Thursday, 13 March 2014
Mayhem in March: Agency Rules by Khalid Muhammad
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Celebrated as a ragtag force that defeated and broke the Soviet Union, no one predicted the
Mujahideen would bring with them a plague that would spread like wildfire through Pakistan in the years to follow. When the battle-worn fighters returned with no enemy or war to fight, they turned their sights on the country that had been their creator and benefactor.
From the same battlegrounds that birthed the Mujahideen, a young Kamal Khan emerges as a different breed of warrior. Discarding his wealthy family comforts, Kamal becomes a precision sniper, an invincible commando and a clandestine operative bringing intimidation, dominance and death with him to the battlefield. Ending the plague is his prime directive.
Shrouded in political expediency, hampered by internal power struggles, international espionage and doublespeak that makes Washington’s spin doctors proud, Kamal’s mission is a nightmare of rampant militant fundamentalism that threatens to choke and take Pakistan hostage. For him, the fight is not just for freedom, but the survival of a nation.
Nine months ago, the Muslim League government had won a surprising mandate across Pakistan on a manifesto that was full of promises that would be difficult, if not impossible, to deliver. One of their core promises was returning Karachi, Pakistan’s largest metropolis and economic hub, back to a peaceful existence.
Since his party’s election victory, Prime Minister Azam Shah had struggled with difficult questions on the actual implementation of his manifesto that had gotten them elected, but had never seemed to provide any clear or direct answers. One thing he had clearly demonstrated was his intense love for the cameras and media spotlight during his political events. As the opposition leader in the previous government, he had taken great pleasure in highlighting the failings and bad decisions of the sitting government. Today, however, was a different story as his government was now in power and he was regularly in the hot seat. During a tour of a children’s hospital in his native Multan, the Prime Minister was again posturing for the media. As the visit drew to a close, the newly minted Prime Minister sauntered to the podium as if he had won an award, unserious and jovial, until a staunch critic of the government posed a difficult question.
“Prime Minister, you have occupied the most powerful seat in the country for almost nine months now. Do you not see it as a failure that your government has not drafted any policy to address the violence in Karachi?”
It was not the first time it has been asked, but it was the first time the word ‘failure’ had been introduced into the public debate. As he looked around the gaggle of journalists, each thrusting forward to capture his next words on their recorders, he knew this would be the lead headline for the rest of the day, opening the door for opposition and coalition parties to criticize his inaction.
He measured his response, almost rehearsing the words in his mind before speaking. “I think it’s too early to use words like failure. When we were not the ruling party, our information was limited to what the previous government wanted us to know. Now, we have more intelligence about the situation, and I am briefed daily.”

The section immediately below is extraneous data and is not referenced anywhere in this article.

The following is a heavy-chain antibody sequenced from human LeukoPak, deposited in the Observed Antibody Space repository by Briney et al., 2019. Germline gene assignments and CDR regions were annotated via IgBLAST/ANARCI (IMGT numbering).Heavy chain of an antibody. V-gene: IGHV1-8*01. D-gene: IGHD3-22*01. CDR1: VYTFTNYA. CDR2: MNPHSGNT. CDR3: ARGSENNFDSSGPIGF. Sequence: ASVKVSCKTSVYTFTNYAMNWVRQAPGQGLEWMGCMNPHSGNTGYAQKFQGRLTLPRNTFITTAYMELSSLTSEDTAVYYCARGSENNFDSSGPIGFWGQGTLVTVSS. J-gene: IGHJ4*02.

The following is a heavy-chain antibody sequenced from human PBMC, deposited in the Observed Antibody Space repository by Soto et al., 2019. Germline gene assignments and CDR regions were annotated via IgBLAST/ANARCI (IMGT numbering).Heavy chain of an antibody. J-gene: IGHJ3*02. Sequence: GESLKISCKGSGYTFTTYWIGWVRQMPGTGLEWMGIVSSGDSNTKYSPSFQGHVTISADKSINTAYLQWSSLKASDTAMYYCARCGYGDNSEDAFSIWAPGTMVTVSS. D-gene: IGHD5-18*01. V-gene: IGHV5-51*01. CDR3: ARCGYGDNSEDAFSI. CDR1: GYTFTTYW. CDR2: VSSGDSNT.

Journalists started firing follow-up questions at him before he could complete his response. He held up his hands to try to bring the situation back under control.
“Just a minute, may I finish my response before you start your follow-ups?” he asked, trying to assert his position, but even he knew he had less than thirty seconds to finish and get away before he was cornered by the wolves stalking their prey.
“The government has had several meetings with all the stakeholders, both collectively and individually, over the past few months to ascertain the best course of action,” he continued hesitantly, knowing he had been repeating this for months now. He knew he wouldn’t win any favors by repeating himself. Just then, he felt a hand on his side and saw a note placed before him on the podium. Quickly scanning the note, he flashed a semi-smile. “Next week, we will bring everyone together to decide the final course of action.”
About the Author
When people talk about Khalid Muhammad, they talk about an entrepreneur who has helped others build their dreams and businesses. They talk about a teacher, who is dedicated to his students, both inside and outside the classroom, and they return the dedication tenfold.
Now, they talk about the author, who has written a fast-paced, action-packed spy thriller
about Pakistan, the politics, the Army and terrorism.
Born in Pakistan's troubled Swat Valley, educated and raised in the United States, Khalid returned to Pakistan almost 17 years ago and fell in love with his country. His debut novel, Agency Rules - Never an Easy Day at the Office, is a journey behind the headlines about Pakistan, the world's most dangerous place, to deliver an intense story that will challenge the reader to question what they have been told.
Connect with Khalid online
Website - http://agencyrules.com
A note from Linzé: Come back tomorrow for a guest post from Khalid on the story behind Agency Rules.